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Decca Phase 4
Symphony No. 4 in G major (1900)
Luba Orgonášová (soprano)
Tonhalle Orchestra Zurich/David Zinman
rec. 13-15 November 2006, Tonhalle, Zurich
88697 168522 [57:21]
list around 100 Mahler Fourths on their website, so
what makes this new one stand out from the rest? For a start
it's the latest instalment in David Zinman's Tonhalle cycle,
which has already yielded one of the most rewarding 'Resurrections'
in recent memory (see review).
Not only that, he has produced a thoughtful First, complete
with discarded 'Blumine' movement. And although his Third was
marginally less convincing than either (see review)
this crisp, invigorating Fourth marks a welcome return
Mahler's Fourth has
a distinguished history on record, and with it comes a wide
variety of performance styles. Listeners who prefer a relaxed,
genial approach to this, the last of Mahler's 'Wunderhorn'
symphonies, will be spoilt for choice; of course those who
relish a real challenge can always try Roger Norrington's
controversial reading on Hänssler 093164, more of which later.
Mahler Fourth offers a happy medium without also being
an unsatisfactory compromise. From the outset it's clear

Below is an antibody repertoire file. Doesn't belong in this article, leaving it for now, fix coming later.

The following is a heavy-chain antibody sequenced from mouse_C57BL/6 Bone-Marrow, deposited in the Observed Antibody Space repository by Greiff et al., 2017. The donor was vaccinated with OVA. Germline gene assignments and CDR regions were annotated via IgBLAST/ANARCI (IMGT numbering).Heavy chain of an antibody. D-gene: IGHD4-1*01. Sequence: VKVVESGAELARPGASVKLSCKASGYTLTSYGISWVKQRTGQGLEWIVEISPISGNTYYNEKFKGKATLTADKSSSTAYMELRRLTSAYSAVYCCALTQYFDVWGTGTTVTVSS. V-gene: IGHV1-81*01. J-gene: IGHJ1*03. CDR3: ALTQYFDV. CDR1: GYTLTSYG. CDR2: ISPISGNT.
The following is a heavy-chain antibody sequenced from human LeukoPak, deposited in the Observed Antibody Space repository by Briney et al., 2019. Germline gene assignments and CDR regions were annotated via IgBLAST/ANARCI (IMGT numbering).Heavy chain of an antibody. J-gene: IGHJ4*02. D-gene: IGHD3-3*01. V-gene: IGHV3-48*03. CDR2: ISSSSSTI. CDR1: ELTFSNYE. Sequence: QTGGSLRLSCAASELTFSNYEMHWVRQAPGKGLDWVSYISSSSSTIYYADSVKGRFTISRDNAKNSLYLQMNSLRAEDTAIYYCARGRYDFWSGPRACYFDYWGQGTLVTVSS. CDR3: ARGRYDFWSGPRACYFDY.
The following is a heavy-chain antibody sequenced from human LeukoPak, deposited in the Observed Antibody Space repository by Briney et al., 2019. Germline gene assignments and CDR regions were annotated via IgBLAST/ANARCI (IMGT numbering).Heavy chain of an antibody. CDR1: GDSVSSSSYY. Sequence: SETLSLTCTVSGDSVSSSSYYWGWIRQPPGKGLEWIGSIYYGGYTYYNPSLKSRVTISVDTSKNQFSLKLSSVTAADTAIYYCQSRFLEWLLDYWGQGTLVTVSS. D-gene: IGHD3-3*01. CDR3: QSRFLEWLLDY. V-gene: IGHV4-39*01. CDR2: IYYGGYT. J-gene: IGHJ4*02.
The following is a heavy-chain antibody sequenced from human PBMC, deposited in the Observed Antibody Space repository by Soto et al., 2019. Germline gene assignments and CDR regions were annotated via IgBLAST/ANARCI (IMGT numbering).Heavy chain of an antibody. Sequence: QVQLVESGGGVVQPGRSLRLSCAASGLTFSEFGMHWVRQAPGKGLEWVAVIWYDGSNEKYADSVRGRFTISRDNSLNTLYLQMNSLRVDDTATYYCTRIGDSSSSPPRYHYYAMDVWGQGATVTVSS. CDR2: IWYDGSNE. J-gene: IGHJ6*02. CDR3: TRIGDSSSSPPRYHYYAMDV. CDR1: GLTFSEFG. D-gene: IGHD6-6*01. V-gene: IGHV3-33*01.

this is not one of those well-upholstered performances. Make
no mistake, though, there is still plenty of charm and 'lift'
here, but none of the cloying sentimentality the score so
Barford describes this symphony as 'a masterpiece of delicate
counterpoint, Mozartian lucidity and sensuous beauty' (Philip
Barford: Mahler Symphonies and Songs. BBC Music Guides,
London, 1970) and it's a mark of Zinman's achievement that
he captures all these qualities. The Zurich band play with
complete conviction, phrasing and pointing with precision
and feeling, especially at the start of the first movement.
The flutes and sleigh bells and the dipping melody that follows
have rarely sounded as transparent as they do here.
Zinman's Mahler owes much to historically informed performance
practice (HIP) but what is so refreshing is that he wipes
away the accumulated grime from these vast canvases without
damaging the delicate pigments underneath. Norrington is
inclined to be much more cavalier, swabbing away most of
the detail as well.
really does lead the music of the second movement.
This spooky Ländler – Mahler’s very own danse macabre – has
just the right amount of inflection; the solo violinist’s
playing ‘wie eine Fiedel’ is superbly realised too. The Sony-BMG
engineers deserve praise for capturing all the spatial information
that gives this recording its depth and breadth. Even the
tiniest instrumental details are rendered with great clarity
and naturalness; indeed, this must be one of the most tactile,
'hear through' performances of this symphony on disc.
course this work is not just about detail – although
there is plenty of it – it's also about overall structure.
Zinman has a solid grasp of Mahler's musical architecture.
He paces the Ländler very convincingly, so when the